8 Online Scams People Are Falling for Right Now

Last year, the United States’ Federal Bureau of Investigation (FBI) received more than 467,000 cybercrime complaints which equated to an estimated $3.5 billion in losses, according to the Bureau’s annual Internet Crime Report (IC3). The FBI also reported that cybercrime losses have tripled over the last 5 years.

Those numbers are pretty scary. But do you know what’s even scarier? The fact that seniors are often the targets of online scams. Watch out of these online scams, especially when you’re a senior:

Photo by karen roach from Shutterstock

1. The 419

The 419 also known as the “Nigerian Scam,” is actually one of the most common scams on the Internet. As a matter of fact, you may have already seen this type of scam in your own inbox without knowing it.

According to the FBI, this illegal scheme which is named after the article of the Nigerian Criminal Code that outlaws fraud, drew $12.7 billion into the pockets of swindlers between 2013 and 2018.

In general, the fraudster claims to be a reputable member of a wealthy Nigerian family, reaching out to you just after the death of a loved one. The scammer actually seeks to relocate a big fortune out of the country for safekeeping reasons into your bank account.

Okay, but where’s the catch? You must submit small payments for fees in return for a big chunk of their cash cache. Do not respond to these requests and never ever tell your bank details. Also, any suspicious email should be sent to the FBI, the U.S. Secret Service, or the Federal Trade Commission.

Our first scam is one you will definitely not approve of…..

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12 thoughts on “8 Online Scams People Are Falling for Right Now”


    It would be helpful to know how to report scam emails. I used two listed on the internet and both bounced back as unknown

    1. All offers are a scam. No one will ever send u anything or give you $$ through email. Use every email from the unknown as entertainment. Lol. Any common address report it to spoof @ whatever bank etc it is. Prob won’t stop it but u did what u could do. Report it

  2. There’s a new scam out there. This one really made me feel like an idiot. LinkedIn, I’m a member, as are several thousands of people. I was approached by a fellow offering me a job. This job would be for data entry, 7- hours a week and paid $1000 weekly. Also, payday would be weekly. Ok sounds good so far. They send me the application I fill it out and sent it back. Then I am told to use the company account to pay off my credit cards. Okaaaay. I do this. Then I am asked to go to Best Buy and purchase 2 specific apple laptops. Ok. Then before going home, I am asked to send them in to have the proprietary software put on. Ok. Guess what, I have not gotten the laptops back and they reversed the payment. Not only do I not get the laptops, I also got charged for them. Sooo, I am now out $6000 + dollars and am pretty pissed off. Beware, people. If it sounds too good to be true it generally is. I’m a disabled veteran who could not afford something like this and really feel pretty stupid.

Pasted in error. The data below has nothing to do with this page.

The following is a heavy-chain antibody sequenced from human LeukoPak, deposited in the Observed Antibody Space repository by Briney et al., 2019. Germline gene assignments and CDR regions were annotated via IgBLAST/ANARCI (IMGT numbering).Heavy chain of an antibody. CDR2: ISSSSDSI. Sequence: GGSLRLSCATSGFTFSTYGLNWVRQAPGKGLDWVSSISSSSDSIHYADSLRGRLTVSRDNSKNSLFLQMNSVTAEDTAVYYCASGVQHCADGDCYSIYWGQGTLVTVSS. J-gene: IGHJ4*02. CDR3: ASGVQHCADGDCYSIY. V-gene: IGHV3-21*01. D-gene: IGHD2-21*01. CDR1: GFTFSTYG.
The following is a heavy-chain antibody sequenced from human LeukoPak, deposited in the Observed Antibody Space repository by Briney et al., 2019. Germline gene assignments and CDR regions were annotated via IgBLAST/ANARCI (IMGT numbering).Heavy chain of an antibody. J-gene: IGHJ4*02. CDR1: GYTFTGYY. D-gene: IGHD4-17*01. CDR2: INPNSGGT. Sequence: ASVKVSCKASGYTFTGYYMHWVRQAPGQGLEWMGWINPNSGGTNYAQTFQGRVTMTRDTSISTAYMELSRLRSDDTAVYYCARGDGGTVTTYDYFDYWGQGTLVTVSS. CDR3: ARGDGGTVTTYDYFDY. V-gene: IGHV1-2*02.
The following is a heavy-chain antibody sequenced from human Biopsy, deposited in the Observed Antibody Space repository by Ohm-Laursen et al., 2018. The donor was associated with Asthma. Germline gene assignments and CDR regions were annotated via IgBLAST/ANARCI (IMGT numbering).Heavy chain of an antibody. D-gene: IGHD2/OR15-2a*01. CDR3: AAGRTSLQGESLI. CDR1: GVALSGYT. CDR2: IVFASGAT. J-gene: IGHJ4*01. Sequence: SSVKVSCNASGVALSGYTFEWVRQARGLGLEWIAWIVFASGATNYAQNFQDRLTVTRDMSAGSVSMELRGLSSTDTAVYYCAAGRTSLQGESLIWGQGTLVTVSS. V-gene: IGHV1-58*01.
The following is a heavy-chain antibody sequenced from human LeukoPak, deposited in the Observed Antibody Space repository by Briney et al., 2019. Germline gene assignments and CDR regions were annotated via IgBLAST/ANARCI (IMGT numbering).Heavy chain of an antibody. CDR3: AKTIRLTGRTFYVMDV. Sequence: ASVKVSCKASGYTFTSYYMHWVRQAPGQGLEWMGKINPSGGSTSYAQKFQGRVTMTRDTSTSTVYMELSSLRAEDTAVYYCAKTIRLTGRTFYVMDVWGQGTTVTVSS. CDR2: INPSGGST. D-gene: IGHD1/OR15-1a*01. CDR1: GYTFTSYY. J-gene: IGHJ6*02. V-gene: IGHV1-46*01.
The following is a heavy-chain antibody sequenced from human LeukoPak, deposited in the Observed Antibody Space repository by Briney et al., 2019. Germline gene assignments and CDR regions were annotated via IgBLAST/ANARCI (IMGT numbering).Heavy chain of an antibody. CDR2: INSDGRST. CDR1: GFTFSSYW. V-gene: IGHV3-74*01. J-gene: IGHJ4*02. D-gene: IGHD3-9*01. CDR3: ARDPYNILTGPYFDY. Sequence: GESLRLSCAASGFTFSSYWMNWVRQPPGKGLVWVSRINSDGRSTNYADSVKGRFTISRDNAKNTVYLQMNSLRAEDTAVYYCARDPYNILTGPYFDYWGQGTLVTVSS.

3. Excellent information. One that you didn’t include and I (almost) fell for. You receive an email from an E-tailer you use regularly, confirming your order of something expensive. You, of course, did not order such a thing. On the email is a line that says “…if this is not your order, or have questions…” or something to that effect, you are given a number to call. DO NOT call that number! It puts you in touch with the scammers, who will try to get you to let them into your computer remotely or sell you software to make your computer invulnerable. You could lose everything! Call the E-tailer at a number you know is genuine and report the attempted fraud. [You may or may not want to publish this, but the E-tailer in question was Amazon. They tried the same thing on me as Norton, but I recognized his voice and told him so. Funky emails have stopped]

    1. Sounds legit – You will probably lower your monthly payment, but you will be starting over to repay your loan. Overall, your monthly payment will be less, but the total amount to repay will be greater. Depending on your situation (i.e., pay less per month or pay more over time), one will be better than the other for you. Also, watch out for processing fees that they may try to add for doing this service. Good luck.


    The best information email I have ever read. Publish it every three months. I have been approached in enter two of the listed scams. I find it fun to play with them but never get sucked in.

  5. Perhaps we may want to let these scammers know that if they are caught that death is what awaits them, an then let’s see how many want to continue.

  6. My other half got fished with a fake PayPal email we caught it when we posted a couple things on eBay when all of a sudden there was a pair of jet skis posted to his account he never answered another email without checking with me first. We were lucky though that it didn’t cost us anything

  7. I didn’t yet fall on this scam, keep getting scam calls every single day from different numbers from all over the US, about expiring my car warranty and respond immediately before they close my file, I tried few times to know what is going on my car warranty, I spoke to the agent which car you are talking about ( I owned 3-4 cars) they don’t even know any of my cars brand name or anything and tried to get info about my car and scam me, the conversation ends up on using bad words. Most of the time they hang up and tried from different numbers, sometimes if I am in a good mood I will answer and fry them up, but they never stop.

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